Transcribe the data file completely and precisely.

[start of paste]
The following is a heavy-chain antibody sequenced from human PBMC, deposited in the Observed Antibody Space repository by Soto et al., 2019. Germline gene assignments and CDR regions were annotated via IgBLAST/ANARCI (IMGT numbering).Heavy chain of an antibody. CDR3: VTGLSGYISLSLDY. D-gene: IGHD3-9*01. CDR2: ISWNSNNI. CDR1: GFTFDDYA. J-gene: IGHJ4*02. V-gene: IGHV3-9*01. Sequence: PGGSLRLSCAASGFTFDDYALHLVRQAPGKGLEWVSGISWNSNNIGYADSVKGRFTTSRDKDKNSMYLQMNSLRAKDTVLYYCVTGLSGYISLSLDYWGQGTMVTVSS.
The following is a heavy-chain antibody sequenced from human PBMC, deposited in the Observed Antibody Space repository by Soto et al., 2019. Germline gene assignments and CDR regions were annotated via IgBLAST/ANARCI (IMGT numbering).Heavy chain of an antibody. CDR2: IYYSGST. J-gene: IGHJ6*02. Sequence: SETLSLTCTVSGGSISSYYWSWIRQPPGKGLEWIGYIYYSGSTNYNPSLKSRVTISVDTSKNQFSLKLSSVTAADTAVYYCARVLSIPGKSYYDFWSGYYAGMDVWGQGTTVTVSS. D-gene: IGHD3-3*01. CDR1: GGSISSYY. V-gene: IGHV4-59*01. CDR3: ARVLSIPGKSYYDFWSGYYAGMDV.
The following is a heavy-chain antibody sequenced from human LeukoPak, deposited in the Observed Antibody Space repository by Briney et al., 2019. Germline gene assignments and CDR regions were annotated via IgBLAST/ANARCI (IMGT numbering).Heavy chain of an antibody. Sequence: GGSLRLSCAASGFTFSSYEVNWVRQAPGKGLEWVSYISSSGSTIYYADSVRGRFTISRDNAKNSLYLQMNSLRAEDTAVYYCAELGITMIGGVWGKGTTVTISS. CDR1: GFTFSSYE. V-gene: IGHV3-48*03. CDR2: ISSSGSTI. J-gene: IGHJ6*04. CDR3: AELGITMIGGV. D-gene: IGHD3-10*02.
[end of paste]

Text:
The following is a heavy-chain antibody sequenced from human PBMC, deposited in the Observed Antibody Space repository by Soto et al., 2019. Germline gene assignments and CDR regions were annotated via IgBLAST/ANARCI (IMGT numbering).Heavy chain of an antibody. CDR3: VTGLSGYISLSLDY. D-gene: IGHD3-9*01. CDR2: ISWNSNNI. CDR1: GFTFDDYA. J-gene: IGHJ4*02. V-gene: IGHV3-9*01. Sequence: PGGSLRLSCAASGFTFDDYALHLVRQAPGKGLEWVSGISWNSNNIGYADSVKGRFTTSRDKDKNSMYLQMNSLRAKDTVLYYCVTGLSGYISLSLDYWGQGTMVTVSS.
The following is a heavy-chain antibody sequenced from human PBMC, deposited in the Observed Antibody Space repository by Soto et al., 2019. Germline gene assignments and CDR regions were annotated via IgBLAST/ANARCI (IMGT numbering).Heavy chain of an antibody. CDR2: IYYSGST. J-gene: IGHJ6*02. Sequence: SETLSLTCTVSGGSISSYYWSWIRQPPGKGLEWIGYIYYSGSTNYNPSLKSRVTISVDTSKNQFSLKLSSVTAADTAVYYCARVLSIPGKSYYDFWSGYYAGMDVWGQGTTVTVSS. D-gene: IGHD3-3*01. CDR1: GGSISSYY. V-gene: IGHV4-59*01. CDR3: ARVLSIPGKSYYDFWSGYYAGMDV.
The following is a heavy-chain antibody sequenced from human LeukoPak, deposited in the Observed Antibody Space repository by Briney et al., 2019. Germline gene assignments and CDR regions were annotated via IgBLAST/ANARCI (IMGT numbering).Heavy chain of an antibody. Sequence: GGSLRLSCAASGFTFSSYEVNWVRQAPGKGLEWVSYISSSGSTIYYADSVRGRFTISRDNAKNSLYLQMNSLRAEDTAVYYCAELGITMIGGVWGKGTTVTISS. CDR1: GFTFSSYE. V-gene: IGHV3-48*03. CDR2: ISSSGSTI. J-gene: IGHJ6*04. CDR3: AELGITMIGGV. D-gene: IGHD3-10*02.